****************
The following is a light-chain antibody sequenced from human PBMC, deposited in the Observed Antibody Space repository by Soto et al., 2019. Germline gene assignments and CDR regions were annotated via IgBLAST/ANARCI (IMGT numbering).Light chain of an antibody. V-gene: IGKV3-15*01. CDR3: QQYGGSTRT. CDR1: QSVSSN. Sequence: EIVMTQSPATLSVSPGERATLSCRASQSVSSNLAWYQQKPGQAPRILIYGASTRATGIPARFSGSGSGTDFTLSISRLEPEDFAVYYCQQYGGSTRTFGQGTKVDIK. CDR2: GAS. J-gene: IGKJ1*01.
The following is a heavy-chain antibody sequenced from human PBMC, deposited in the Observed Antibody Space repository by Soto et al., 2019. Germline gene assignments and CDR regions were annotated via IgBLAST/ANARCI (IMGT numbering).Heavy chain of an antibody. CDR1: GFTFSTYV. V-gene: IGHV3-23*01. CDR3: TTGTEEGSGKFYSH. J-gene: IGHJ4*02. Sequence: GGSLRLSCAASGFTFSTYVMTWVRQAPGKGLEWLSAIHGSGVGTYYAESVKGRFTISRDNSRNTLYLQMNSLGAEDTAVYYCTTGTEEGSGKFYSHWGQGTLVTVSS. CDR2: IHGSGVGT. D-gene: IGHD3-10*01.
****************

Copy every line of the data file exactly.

The following is a light-chain antibody sequenced from human PBMC, deposited in the Observed Antibody Space repository by Soto et al., 2019. Germline gene assignments and CDR regions were annotated via IgBLAST/ANARCI (IMGT numbering).Light chain of an antibody. V-gene: IGKV3-15*01. CDR3: QQYGGSTRT. CDR1: QSVSSN. Sequence: EIVMTQSPATLSVSPGERATLSCRASQSVSSNLAWYQQKPGQAPRILIYGASTRATGIPARFSGSGSGTDFTLSISRLEPEDFAVYYCQQYGGSTRTFGQGTKVDIK. CDR2: GAS. J-gene: IGKJ1*01.
The following is a heavy-chain antibody sequenced from human PBMC, deposited in the Observed Antibody Space repository by Soto et al., 2019. Germline gene assignments and CDR regions were annotated via IgBLAST/ANARCI (IMGT numbering).Heavy chain of an antibody. CDR1: GFTFSTYV. V-gene: IGHV3-23*01. CDR3: TTGTEEGSGKFYSH. J-gene: IGHJ4*02. Sequence: GGSLRLSCAASGFTFSTYVMTWVRQAPGKGLEWLSAIHGSGVGTYYAESVKGRFTISRDNSRNTLYLQMNSLGAEDTAVYYCTTGTEEGSGKFYSHWGQGTLVTVSS. CDR2: IHGSGVGT. D-gene: IGHD3-10*01.